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JDc1Z-t0Cmwo_1824x0_wmhqkGbg.jpg
Is there any dull corner of the moon? There are always places with craters that look a lot like each other, but somewhere there are usually oddities and other traits of interest.
The low solar illumination of this great image reveals all kinds of small-scale texture in Janssen. It also suggests that the channel that appears to extend from the main line and curves toward the south edge crosses a dome. Using LOM QuickMap altimetry profiles it is confirmed that there is an increase there, it is about 350 m high and 30 km wide. The texture of the nodosa surface does not resemble a typically smooth sea lava that usually forms domes. It could be sea lava that was bombarded by nearby Fabricius ejecta. Although there is some sea lava about 600 km away at Mare Australe, I doubt that such a lava erupted on Janssen's ground. But the existence of a family of channels on the floor of Janssen has never been well explained. On the QuickMap check I noticed that this small curved channel, about a mile wide, has a much higher north side than the south side, and the last 10 km is not a channel, but rather an escarpment.
Source: Chuck Wood - LPOD
https://www.astrobin.com/full/384709/0/

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A dull day on the Moon? No, that's impossible.

It's a beautiful image with incredible detail. The seeing must have been very good.

Wonderful information too. I'm just puzzled about one thing. What is nodosa? 

Thanks for a magnificent view.

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Posted (edited)
2 hours ago, astroavani said:

JDc1Z-t0Cmwo_1824x0_wmhqkGbg.jpg
Is there any dull corner of the moon? There are always places with craters that look a lot like each other, but somewhere there are usually oddities and other traits of interest.
The low solar illumination of this great image reveals all kinds of small-scale texture in Janssen. It also suggests that the channel that appears to extend from the main line and curves toward the south edge crosses a dome. Using LOM QuickMap altimetry profiles it is confirmed that there is an increase there, it is about 350 m high and 30 km wide. The texture of the nodosa surface does not resemble a typically smooth sea lava that usually forms domes. It could be sea lava that was bombarded by nearby Fabricius ejecta. Although there is some sea lava about 600 km away at Mare Australe, I doubt that such a lava erupted on Janssen's ground. But the existence of a family of channels on the floor of Janssen has never been well explained. On the QuickMap check I noticed that this small curved channel, about a mile wide, has a much higher north side than the south side, and the last 10 km is not a channel, but rather an escarpment.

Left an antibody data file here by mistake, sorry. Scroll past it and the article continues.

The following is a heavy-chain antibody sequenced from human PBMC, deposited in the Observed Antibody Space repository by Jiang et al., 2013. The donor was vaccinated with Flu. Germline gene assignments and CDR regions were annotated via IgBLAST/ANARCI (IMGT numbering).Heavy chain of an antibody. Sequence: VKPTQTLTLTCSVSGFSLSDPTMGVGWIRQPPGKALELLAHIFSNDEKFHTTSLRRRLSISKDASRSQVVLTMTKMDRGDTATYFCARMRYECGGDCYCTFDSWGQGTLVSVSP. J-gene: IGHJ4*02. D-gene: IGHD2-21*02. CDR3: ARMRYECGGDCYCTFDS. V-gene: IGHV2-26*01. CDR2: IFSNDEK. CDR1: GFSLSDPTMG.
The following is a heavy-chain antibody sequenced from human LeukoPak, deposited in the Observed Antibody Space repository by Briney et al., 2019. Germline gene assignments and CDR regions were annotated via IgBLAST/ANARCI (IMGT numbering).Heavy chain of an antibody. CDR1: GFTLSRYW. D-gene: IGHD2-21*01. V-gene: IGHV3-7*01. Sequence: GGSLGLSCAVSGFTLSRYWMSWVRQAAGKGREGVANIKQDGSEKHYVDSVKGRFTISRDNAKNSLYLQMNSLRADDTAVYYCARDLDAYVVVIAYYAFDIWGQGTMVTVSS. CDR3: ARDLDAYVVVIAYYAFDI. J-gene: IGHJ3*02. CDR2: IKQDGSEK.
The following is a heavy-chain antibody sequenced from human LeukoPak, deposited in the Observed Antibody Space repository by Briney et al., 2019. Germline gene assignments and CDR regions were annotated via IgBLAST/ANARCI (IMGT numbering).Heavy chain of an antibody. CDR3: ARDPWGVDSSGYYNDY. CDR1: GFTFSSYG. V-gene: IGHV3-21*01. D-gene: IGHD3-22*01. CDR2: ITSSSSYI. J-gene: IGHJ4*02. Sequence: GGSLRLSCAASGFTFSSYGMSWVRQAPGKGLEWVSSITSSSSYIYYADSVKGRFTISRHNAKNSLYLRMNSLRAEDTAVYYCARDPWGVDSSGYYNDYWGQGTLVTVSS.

Source: Chuck Wood - LPOD
https://www.astrobin.com/full/384709/0/

Very nice lunar image!  Looks somewhat comparable to this Lunar Reconnaissance Orbiter image of the moon.....>

http://www.slate.com/content/dam/slate/blogs/bad_astronomy/2013/03/07/lro_tycho.jpg.CROP.original-original.jpg

Edited by Klitwo
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CRRRRRRRRISP!!! Very very nice as usual....

 

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21 hours ago, Ruud said:

Um dia aborrecido na lua? Não, isso é impossível.

É uma imagem linda com detalhes incríveis. A visão deve ter sido muito boa.

Informação maravilhosa também. Estou apenas intrigado com uma coisa. O que é nodosa? 

Obrigado por uma vista magnífica.

Hello Ruud!
Nodoso for us means bulging, concave, are rounded protrusions.

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I look forward to each of your new photos and posts with great anticipation.

But I truly believe, you own a captured alien space craft and are taking these photos from close up, when no one is looking. 😉

Either way, they are spectacular.

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Great result as usual. I find using my ASI 290 MM and a 685 filter such a great combination for Lunar. I really just use the camera for that purpose.

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Another stunner Avani, though as others have remarked I think you have your own lunar orbiter beaming down pictures to you :grin:

Dave

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On 11/01/2019 at 15:22, Owmuchonomy said:

Ótimo resultado, como de costume. Eu acho que usar o meu ASI 290 MM e um filtro 685 é uma ótima combinação para o Lunar. Eu realmente só uso a câmera para esse propósito.

Hello Friend Chris!
The right filter for the moon will also depend somewhat on the telescope used and the aperture. The IR 685 does very well in SCT and Newton, but in a 152mm acromatic refractometer did not work. The best result I got with a green filter or even a Solar Continuum from Baader. I believe this is because refractors are optimized for the green wavelength of the spectrum. But when using the solar continuum filter do not forget to overlay it with a UV-IR cut filter because it presents a serious leak in the infrared that degrades the image.

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On 11/01/2019 at 15:00, maw lod qan said:

I look forward to each of your new photos and posts with great anticipation.

But I truly believe, you own a captured alien space craft and are taking these photos from close up, when no one is looking. 😉

Either way, they are spectacular.

LOL, you have discovered my secret!

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